“This comet may not put on a great show. Just as certainly, it will not cause any disruptions here on Earth. But, there is a cause to marvel,” said Yeomans. “This intrepid little traveler will offer astronomers a chance to study a relatively young comet that came here from well beyond our solar system’s planetary region. After a short while, it will be headed back out again, and we will not see or hear from Elenin for thousands of years. That’s pretty cool.”
Q: This comet has been called ‘wimpy’ by NASA scientists. Why?
A: “We’re talking about how a comet looks as it safely flies past us,” said Yeomans of NASA’s Near-Earth Object Program Office. “Some cometary visitors arriving from beyond the planetary region – like Hale-Bopp in 1997 — have really lit up the night sky where you can see them easily with the naked eye as they safely transit the inner-solar system. But Elenin is trending toward the other end of the spectrum. You’ll probably need a good pair of binoculars, clear skies and a dark, secluded location to see it even on its brightest night.”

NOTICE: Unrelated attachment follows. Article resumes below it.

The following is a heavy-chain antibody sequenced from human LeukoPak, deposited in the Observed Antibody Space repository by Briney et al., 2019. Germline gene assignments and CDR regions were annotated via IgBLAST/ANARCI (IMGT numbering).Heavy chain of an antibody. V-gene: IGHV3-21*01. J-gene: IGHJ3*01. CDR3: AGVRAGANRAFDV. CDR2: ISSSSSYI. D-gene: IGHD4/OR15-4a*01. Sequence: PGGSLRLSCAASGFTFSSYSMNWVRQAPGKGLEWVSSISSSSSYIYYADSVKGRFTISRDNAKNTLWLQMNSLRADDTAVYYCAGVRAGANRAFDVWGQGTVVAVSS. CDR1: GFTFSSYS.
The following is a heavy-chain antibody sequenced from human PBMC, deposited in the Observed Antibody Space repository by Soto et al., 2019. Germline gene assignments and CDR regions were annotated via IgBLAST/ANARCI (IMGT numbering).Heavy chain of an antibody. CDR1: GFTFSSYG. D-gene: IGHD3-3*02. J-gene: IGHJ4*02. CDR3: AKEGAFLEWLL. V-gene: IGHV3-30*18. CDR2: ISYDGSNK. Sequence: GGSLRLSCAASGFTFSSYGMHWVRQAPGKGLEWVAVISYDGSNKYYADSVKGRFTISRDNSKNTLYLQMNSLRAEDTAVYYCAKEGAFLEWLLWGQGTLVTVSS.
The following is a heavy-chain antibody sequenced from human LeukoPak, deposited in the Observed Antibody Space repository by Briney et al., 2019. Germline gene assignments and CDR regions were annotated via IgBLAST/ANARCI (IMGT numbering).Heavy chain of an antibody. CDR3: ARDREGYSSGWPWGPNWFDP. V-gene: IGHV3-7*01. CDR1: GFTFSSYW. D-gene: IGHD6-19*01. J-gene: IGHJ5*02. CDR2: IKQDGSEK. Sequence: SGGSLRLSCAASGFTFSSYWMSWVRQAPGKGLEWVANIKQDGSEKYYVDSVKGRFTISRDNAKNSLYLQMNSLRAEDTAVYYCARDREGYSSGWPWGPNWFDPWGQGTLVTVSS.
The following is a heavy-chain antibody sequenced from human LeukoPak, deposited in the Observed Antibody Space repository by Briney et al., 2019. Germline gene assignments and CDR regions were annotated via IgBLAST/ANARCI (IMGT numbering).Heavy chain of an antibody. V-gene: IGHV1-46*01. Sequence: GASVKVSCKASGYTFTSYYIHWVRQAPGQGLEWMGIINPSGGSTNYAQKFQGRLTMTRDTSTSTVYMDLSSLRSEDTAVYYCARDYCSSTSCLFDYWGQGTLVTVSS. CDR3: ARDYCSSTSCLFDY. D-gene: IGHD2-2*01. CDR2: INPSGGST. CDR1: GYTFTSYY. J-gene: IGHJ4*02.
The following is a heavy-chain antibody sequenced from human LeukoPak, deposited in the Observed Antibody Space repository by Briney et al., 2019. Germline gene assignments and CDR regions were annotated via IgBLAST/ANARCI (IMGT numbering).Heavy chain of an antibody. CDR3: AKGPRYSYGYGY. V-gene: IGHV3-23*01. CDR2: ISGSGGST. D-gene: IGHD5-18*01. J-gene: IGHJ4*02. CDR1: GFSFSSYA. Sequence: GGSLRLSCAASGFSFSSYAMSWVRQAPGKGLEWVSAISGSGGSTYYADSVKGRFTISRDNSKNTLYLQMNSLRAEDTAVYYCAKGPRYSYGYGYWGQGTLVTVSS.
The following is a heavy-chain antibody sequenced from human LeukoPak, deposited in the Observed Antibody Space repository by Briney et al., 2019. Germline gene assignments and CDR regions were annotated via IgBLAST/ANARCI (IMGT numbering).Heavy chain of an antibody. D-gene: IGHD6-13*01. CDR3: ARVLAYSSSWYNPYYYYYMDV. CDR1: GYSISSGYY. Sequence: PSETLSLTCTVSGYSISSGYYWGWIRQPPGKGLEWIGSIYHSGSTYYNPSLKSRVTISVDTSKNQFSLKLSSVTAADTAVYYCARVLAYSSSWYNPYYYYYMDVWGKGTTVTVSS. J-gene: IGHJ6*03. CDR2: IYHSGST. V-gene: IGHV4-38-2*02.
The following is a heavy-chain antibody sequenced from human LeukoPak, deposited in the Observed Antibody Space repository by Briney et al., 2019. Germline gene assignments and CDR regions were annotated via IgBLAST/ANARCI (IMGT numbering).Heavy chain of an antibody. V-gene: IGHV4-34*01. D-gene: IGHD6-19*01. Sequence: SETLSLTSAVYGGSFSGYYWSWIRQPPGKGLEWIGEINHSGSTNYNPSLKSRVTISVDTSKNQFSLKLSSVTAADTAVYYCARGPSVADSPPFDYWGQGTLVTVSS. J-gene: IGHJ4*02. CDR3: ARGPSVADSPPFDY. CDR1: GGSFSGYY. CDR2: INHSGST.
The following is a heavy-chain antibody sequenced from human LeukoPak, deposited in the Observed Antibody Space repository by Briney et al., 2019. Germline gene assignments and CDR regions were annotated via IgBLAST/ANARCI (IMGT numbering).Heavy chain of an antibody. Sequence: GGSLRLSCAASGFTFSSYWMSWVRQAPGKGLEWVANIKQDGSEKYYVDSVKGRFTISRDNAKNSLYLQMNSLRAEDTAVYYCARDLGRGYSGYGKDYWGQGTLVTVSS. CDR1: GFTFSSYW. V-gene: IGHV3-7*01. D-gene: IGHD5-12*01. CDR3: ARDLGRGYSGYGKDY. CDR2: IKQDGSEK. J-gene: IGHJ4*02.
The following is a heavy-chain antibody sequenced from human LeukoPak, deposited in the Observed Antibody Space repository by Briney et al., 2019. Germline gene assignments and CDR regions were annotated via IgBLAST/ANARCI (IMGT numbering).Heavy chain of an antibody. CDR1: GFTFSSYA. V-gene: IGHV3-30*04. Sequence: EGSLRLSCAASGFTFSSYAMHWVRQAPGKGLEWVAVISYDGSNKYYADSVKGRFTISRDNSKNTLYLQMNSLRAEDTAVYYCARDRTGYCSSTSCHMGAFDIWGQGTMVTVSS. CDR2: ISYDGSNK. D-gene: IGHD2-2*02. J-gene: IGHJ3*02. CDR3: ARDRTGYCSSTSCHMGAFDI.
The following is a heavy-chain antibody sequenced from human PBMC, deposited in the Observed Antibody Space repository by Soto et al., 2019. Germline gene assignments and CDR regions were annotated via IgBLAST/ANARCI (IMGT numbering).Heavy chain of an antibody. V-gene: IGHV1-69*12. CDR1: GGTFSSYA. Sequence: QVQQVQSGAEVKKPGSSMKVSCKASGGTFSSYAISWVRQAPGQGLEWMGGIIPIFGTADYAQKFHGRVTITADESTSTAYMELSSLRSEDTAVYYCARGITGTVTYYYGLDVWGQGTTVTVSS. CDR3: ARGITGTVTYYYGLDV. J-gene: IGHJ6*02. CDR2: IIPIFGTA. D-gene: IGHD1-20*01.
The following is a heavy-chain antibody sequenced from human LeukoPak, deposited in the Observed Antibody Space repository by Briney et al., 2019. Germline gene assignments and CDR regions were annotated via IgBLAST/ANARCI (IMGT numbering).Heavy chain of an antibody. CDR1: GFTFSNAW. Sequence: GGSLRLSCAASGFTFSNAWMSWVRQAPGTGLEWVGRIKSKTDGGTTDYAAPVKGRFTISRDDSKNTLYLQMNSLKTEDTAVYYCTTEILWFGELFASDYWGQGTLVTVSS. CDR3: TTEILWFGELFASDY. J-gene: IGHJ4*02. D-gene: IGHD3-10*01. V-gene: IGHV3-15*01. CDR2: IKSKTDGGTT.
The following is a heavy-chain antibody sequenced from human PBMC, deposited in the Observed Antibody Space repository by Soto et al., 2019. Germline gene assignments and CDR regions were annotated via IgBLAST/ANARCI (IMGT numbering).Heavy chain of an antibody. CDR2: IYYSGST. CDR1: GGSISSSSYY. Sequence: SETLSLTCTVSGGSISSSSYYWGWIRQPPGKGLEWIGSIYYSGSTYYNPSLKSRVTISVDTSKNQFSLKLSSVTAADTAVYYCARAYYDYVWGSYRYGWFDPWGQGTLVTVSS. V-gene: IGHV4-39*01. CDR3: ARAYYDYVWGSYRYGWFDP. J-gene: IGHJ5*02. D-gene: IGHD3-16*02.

Q: Why aren’t you talking more about Comet Elenin? If these things are small and nothing to worry about, why has there been no public info on Comet Elenin?
A: Comet Elenin hasn’t received much press precisely because it is small and faint. Several new comets are discovered each year, and you don’t normally hear about them either. The truth is that Elenin has received much more attention than it deserves due to a variety of Internet postings that are untrue. The information NASA has on Elenin is readily available on the Internet. (See http://www.jpl.nasa.gov/news/news.cfm?release=2011-135) If this comet were any danger to anyone, you would certainly know about it. For more information, visit NASA’s AsteroidWatch site at http://www.jpl.nasa.gov/asteroidwatch/.